When did Karl 1 die?

Charlemagne

Charles also expanded the Frankish Empire to the south-east. When his relationship with his cousin, the Bavarian Duke Tassilo III. (741- after December 11th, 794) deteriorated from the beginning of the 780s, Karl invaded Bavaria in 787. Tassilo submitted without a fight on the Lechfeld, swore an oath of loyalty and took his duchy from the Frankish king as a fief. Just a year later, the Duke was accused of breach of loyalty at a Imperial Assembly in Ingelheim and sentenced to death. Karl converted this sentence into life imprisonment. The king himself took over the rule in Bavaria and stayed mainly in Regensburg for a few years. From there he moved against the Avars for the first time in 791, who were considered Tassilo's allies and had been worrying Bavaria since 788. The enterprise ended unsuccessfully, and only in 795/796 could Karl's son Pippin finally defeat the Avars.

In addition to all these external wars, Charles also cultivated his relations with the Pope. In view of the distance, he himself rarely appeared in Italy, which was administered by his officials of Franconian, Alemannic and later also of Bavarian origin. To celebrate Easter 781, the king then personally traveled to Rome. He and Pope Hadrian renewed their alliance. In addition, Hadrian Pippin (777-810) and Ludwig (813 co-emperor, 814-840 emperor) anointed and crowned Charles' younger sons, kings (of Italy and Aquitaine). Charles gave the Pope income or areas in Tuszien and the Duchy of Spoleto, but did not meet other papal demands. He also did not follow his anti-Byzantine stance, but instead made an alliance with the emperor. While it was planned to do this through a marriage of Karl's daughter Rotrud (died 810) with the young Constantine VI. (Reign 780-797), the engagement did not last long: Six years later, Charles reappeared in Italy and brought the Principality of Benevento in southern Italy into its dependency. With that he had penetrated into the Eastern Roman area of ​​interest and the alliance with Eastern Rome ended.

In addition to Charles's actions, the Council of Nicaea in 787 had also put a strain on Frankish-Byzantine relations. While Pope Hadrian supported the intention of ending the so-called iconoclasm and thus the division of the church with this council and sending legates to Nicaea, Charlemagne and the Frankish bishops were left out. In response, the Franks did not recognize the decisions of the council. With this, Charlemagne had taken a position of his own on one of the central questions of Christianity and made it clear that his empire played an independent role alongside the two universal powers even in theological questions.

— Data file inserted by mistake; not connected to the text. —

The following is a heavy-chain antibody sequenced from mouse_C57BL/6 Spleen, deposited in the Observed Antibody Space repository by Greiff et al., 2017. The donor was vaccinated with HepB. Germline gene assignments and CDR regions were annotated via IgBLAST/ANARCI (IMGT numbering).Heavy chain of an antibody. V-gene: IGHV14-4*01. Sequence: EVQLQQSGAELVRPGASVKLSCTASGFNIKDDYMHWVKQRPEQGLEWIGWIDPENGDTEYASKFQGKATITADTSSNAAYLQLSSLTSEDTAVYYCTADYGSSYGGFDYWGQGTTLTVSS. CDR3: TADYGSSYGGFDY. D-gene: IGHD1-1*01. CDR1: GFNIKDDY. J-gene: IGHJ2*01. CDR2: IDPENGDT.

Pope Hadrian died at the end of 795. Apparently there was then a change of power in Rome. Not as before a representative of the aristocracy, but with Leo III. (Pontificate 795-816) a climber from the clergy was elected to succeed St. Peter. The internal tensions erupted in an uprising in which, in the spring of 799, the Pope was allegedly blinded and robbed of his tongue.

Leo fled and found protection with Karl, who was then in Paderborn. Negotiations there were less about a possible coronation than about the rehabilitation of the Pope, against whom his opponents brought serious charges. Karl had Leo returned to Rome in the autumn, but the allegations against the Pope remained in the room. It was only when Charles himself came to Rome a year later that the charges were heard at a synod. These could only be removed from the world by Leo taking an oath of cleansing.

In return, the Pope at the head of the synod voted to make Charles emperor. On Christmas Day in 800 the Frankish king was crowned emperor by the Pope and acclaimed by the Romans. For his recognition as emperor, however, the relationship with Ostrom was decisive. However, Emperor Nikephorus I (802-811) did not want to recognize the Franconia as an emperor with equal rights. Diplomatic paths failed at the latest when Charles got involved in an internal conflict in Venice, which was part of Byzantium. The war broke out and ended in a draw. After long negotiations, Karl was finally recognized as emperor by the new Eastern Roman Emperor Michael I (Emperor 811-813, died 844) at the end of 812.

Internally, Karl sought to master the internal problems of his empire with the help of written edicts, the so-called capitularies: a lack of discipline in both the high clergy and the secular officials, a lack of legal unity and, above all, an insufficient level of education in church circles. With the Capitular of Herstal (779) he called for better administration and a more correct way of life for clerics and monks.